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Chuck Pagano admits he “didn’t have any answers” for Raiders run game

Indianapolis Colts v Oakland Raiders Photo by Thearon W. Henderson/Getty Images

The ugliest part of the Colts’ 33-25 loss to the Raiders on Saturday was the fact that their defense couldn’t stop anybody. It was, perhaps, the worst it’s been all season - which is saying a lot.

The Raiders racked up 459 yards, averaged 6.5 yards per play, recorded 27 first downs, converted 60% of third down chances (9-of-15), were perfect in the red zone (three-for-three), scored 33 points, rushed for 210 yards, and averaged 5.7 yards per carry (but sure, keep focusing on how Andrew Luck was somehow the reason the Colts lost).

For a stretch of five drives right in the middle of the game, the Colts offered almost no resistance to Oakland’s offense whatsoever. The Raiders scored a touchdown on five straight drives, running 36 plays to gain 341 yards, 20 first downs, and score 33 points. The Raiders averaged 9.5 yards per play on those five drives (nearly a first down every play!), gained a first down on well over half of their plays (20 of 36), and scored almost one point per play (0.917 points per play). The average drive length was 68.2 yards, and that’s only because the last score in that stretch was when they recovered a fumble and went 38 yards. On the four previous drives, the Raiders averaged 75.8 yards per drive. It was absolute, total domination on the part of the Raiders, and the Colts looked like they had just given up.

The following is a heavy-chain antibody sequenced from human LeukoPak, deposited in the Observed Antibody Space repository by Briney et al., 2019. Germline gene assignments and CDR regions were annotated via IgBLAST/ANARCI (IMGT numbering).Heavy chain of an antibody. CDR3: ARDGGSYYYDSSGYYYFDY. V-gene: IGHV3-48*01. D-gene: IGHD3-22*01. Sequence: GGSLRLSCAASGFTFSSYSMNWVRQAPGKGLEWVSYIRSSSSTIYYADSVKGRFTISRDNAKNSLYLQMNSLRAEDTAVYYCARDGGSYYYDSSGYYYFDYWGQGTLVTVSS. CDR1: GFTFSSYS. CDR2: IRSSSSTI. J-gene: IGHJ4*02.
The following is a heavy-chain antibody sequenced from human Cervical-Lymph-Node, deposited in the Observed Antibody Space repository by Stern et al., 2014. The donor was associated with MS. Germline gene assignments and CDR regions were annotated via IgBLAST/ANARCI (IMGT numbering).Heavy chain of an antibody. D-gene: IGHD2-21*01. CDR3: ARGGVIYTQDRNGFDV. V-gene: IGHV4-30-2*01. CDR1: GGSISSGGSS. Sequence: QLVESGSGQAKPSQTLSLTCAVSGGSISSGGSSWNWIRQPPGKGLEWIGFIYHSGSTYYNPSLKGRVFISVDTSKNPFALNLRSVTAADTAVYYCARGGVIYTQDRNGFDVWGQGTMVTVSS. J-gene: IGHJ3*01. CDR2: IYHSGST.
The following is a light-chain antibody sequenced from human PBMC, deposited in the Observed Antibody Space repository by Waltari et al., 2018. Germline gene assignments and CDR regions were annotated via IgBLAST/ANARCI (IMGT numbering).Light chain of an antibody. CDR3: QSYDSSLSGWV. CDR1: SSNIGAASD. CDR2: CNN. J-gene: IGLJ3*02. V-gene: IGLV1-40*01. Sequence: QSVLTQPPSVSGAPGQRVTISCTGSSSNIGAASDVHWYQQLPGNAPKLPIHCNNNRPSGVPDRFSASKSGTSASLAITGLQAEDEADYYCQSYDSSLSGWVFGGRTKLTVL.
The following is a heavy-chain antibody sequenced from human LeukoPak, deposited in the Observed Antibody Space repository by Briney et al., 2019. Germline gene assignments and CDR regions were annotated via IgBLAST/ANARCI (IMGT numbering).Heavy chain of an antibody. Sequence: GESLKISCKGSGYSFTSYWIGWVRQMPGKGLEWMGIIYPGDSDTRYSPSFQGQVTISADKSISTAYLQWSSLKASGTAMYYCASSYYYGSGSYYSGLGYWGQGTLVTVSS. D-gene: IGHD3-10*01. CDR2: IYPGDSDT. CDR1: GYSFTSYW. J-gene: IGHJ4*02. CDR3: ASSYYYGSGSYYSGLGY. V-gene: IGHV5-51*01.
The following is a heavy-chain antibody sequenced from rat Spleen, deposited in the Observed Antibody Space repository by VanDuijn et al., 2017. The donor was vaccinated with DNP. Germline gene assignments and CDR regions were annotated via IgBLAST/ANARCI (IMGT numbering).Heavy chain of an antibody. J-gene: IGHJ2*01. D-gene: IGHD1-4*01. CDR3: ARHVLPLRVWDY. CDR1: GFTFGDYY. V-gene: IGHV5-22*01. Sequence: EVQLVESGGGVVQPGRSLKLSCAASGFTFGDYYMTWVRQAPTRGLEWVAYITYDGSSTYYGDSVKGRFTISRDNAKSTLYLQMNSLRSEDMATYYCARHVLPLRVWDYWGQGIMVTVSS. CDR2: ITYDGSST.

Particularly bad was their run defense, as on Sunday they gave up 210 yards rushing, the most they’ve given up in a game this year. It’s also more than they gave up in a game last year, as it’s the most they’ve given up in a game since allowing 220 yards rushing to the New England Patriots in the 2014 AFC Championship game (in fact, the last three times the Colts allowed 210+ yards rushing in a game were to the Patriots). The Raiders also averaged 5.7 yards per rush, and they were led by DeAndre Washington (99 yards and two touchdowns while averaging 8.7 yards per rush) and Jalen Richard (66 yards while averaging 11.0 yards per carry).

After the game, Colts head coach Chuck Pagano took the blame for the failures against the run and admitted he didn’t have any answers.

“They executed, obviously, and we did not,” he said. “I didn’t have any answers, that’s a bad job on my part and that falls on me.”

The problem for the Colts is that they haven’t had any answers all season. They’ve seen marginal improvement in some areas defensively as the season has gone on, but overall they’re still a really bad defense. The Raiders didn’t do anything fancy, they just outplayed and outcoached the Colts. That’s happened way too much this year, and you’d have thought that Pagano would have been better prepared to face the league’s sixth-ranked rushing offense on Sunday. Or maybe that’s the problem: maybe the Colts were prepared and still couldn’t do anything about it. Maybe their coaching staff thought they had a gameplan to defend against it but realized that not only did their gameplan not work but also that their players weren’t capable of executing the plays. Oakland has one of the league’s very best offensive lines, and the Colts were completely outmatched.

Pagano has perhaps never been more truthful than when he said after the game that, “They [the Raiders] played a heck of a game today. Pretty much beat us soundly in all three phases.”

That they did, and the worst part of it was the utter collapse of an already bad defense.